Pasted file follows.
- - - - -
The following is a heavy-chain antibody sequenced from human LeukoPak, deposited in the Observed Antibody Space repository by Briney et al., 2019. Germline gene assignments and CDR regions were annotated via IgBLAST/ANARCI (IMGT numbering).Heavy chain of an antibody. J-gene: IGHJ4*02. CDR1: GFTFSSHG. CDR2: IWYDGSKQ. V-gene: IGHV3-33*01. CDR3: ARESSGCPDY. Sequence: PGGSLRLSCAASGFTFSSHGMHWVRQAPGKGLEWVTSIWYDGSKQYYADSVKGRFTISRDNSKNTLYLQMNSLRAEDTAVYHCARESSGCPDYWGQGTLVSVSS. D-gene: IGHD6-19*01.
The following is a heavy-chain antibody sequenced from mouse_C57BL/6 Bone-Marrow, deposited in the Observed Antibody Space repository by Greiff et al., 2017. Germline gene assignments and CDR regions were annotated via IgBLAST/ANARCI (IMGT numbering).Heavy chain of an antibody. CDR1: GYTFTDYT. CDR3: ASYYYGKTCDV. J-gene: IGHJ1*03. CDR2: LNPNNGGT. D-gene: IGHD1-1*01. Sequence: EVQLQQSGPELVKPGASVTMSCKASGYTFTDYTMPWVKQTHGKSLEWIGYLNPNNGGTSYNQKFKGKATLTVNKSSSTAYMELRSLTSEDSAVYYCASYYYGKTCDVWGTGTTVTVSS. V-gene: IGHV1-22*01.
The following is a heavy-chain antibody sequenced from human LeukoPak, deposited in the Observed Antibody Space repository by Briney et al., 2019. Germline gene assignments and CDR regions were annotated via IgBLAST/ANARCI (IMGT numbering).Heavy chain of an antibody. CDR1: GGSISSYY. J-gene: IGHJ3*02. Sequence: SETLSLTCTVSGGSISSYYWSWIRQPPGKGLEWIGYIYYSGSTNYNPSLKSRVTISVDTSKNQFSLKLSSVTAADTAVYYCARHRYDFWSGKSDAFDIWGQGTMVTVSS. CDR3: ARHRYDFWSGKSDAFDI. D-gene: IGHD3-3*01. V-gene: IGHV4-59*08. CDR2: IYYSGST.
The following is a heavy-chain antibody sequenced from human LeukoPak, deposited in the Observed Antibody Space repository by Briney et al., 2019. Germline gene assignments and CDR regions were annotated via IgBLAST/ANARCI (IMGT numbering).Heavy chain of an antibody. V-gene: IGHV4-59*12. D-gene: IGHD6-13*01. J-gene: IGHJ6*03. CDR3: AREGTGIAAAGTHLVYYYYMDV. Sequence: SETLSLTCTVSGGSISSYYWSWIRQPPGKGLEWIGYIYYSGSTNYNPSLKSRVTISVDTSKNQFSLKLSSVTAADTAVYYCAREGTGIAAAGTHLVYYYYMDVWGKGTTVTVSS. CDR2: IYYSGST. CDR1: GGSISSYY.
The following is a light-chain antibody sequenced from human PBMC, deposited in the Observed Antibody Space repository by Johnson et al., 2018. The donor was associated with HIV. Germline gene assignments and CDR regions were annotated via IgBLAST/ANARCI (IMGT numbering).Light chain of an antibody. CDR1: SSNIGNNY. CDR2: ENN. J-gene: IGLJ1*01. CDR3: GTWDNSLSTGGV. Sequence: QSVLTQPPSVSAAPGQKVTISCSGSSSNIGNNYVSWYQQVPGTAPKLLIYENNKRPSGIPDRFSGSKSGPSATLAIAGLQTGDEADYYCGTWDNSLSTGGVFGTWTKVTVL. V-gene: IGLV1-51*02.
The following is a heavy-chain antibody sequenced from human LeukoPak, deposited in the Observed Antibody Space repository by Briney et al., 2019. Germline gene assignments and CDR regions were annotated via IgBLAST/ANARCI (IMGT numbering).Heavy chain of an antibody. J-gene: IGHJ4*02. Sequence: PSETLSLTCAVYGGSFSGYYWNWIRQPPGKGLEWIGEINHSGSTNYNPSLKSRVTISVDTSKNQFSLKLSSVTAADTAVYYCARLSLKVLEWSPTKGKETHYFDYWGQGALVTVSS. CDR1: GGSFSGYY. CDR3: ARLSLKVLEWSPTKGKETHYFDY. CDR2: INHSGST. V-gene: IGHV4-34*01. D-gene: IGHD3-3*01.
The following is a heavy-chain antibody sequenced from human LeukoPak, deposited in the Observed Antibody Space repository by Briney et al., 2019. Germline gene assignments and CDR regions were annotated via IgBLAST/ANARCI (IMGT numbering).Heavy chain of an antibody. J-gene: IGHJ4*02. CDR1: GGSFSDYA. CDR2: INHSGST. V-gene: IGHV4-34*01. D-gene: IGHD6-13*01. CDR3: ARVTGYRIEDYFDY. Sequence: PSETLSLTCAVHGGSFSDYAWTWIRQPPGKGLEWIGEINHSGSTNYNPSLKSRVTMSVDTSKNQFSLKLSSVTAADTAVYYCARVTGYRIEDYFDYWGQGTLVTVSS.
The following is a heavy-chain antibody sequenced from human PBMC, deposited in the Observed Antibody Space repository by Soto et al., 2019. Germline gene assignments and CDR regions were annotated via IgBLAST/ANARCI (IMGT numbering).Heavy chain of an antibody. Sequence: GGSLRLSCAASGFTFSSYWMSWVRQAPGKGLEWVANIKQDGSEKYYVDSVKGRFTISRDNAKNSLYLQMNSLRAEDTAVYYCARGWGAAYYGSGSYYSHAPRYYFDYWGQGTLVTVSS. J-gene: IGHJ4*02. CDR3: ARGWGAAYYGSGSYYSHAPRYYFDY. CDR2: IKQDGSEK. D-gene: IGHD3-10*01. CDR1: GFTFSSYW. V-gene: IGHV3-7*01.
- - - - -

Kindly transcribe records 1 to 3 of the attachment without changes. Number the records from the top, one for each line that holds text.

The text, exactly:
The following is a heavy-chain antibody sequenced from human LeukoPak, deposited in the Observed Antibody Space repository by Briney et al., 2019. Germline gene assignments and CDR regions were annotated via IgBLAST/ANARCI (IMGT numbering).Heavy chain of an antibody. J-gene: IGHJ4*02. CDR1: GFTFSSHG. CDR2: IWYDGSKQ. V-gene: IGHV3-33*01. CDR3: ARESSGCPDY. Sequence: PGGSLRLSCAASGFTFSSHGMHWVRQAPGKGLEWVTSIWYDGSKQYYADSVKGRFTISRDNSKNTLYLQMNSLRAEDTAVYHCARESSGCPDYWGQGTLVSVSS. D-gene: IGHD6-19*01.
The following is a heavy-chain antibody sequenced from mouse_C57BL/6 Bone-Marrow, deposited in the Observed Antibody Space repository by Greiff et al., 2017. Germline gene assignments and CDR regions were annotated via IgBLAST/ANARCI (IMGT numbering).Heavy chain of an antibody. CDR1: GYTFTDYT. CDR3: ASYYYGKTCDV. J-gene: IGHJ1*03. CDR2: LNPNNGGT. D-gene: IGHD1-1*01. Sequence: EVQLQQSGPELVKPGASVTMSCKASGYTFTDYTMPWVKQTHGKSLEWIGYLNPNNGGTSYNQKFKGKATLTVNKSSSTAYMELRSLTSEDSAVYYCASYYYGKTCDVWGTGTTVTVSS. V-gene: IGHV1-22*01.
The following is a heavy-chain antibody sequenced from human LeukoPak, deposited in the Observed Antibody Space repository by Briney et al., 2019. Germline gene assignments and CDR regions were annotated via IgBLAST/ANARCI (IMGT numbering).Heavy chain of an antibody. CDR1: GGSISSYY. J-gene: IGHJ3*02. Sequence: SETLSLTCTVSGGSISSYYWSWIRQPPGKGLEWIGYIYYSGSTNYNPSLKSRVTISVDTSKNQFSLKLSSVTAADTAVYYCARHRYDFWSGKSDAFDIWGQGTMVTVSS. CDR3: ARHRYDFWSGKSDAFDI. D-gene: IGHD3-3*01. V-gene: IGHV4-59*08. CDR2: IYYSGST.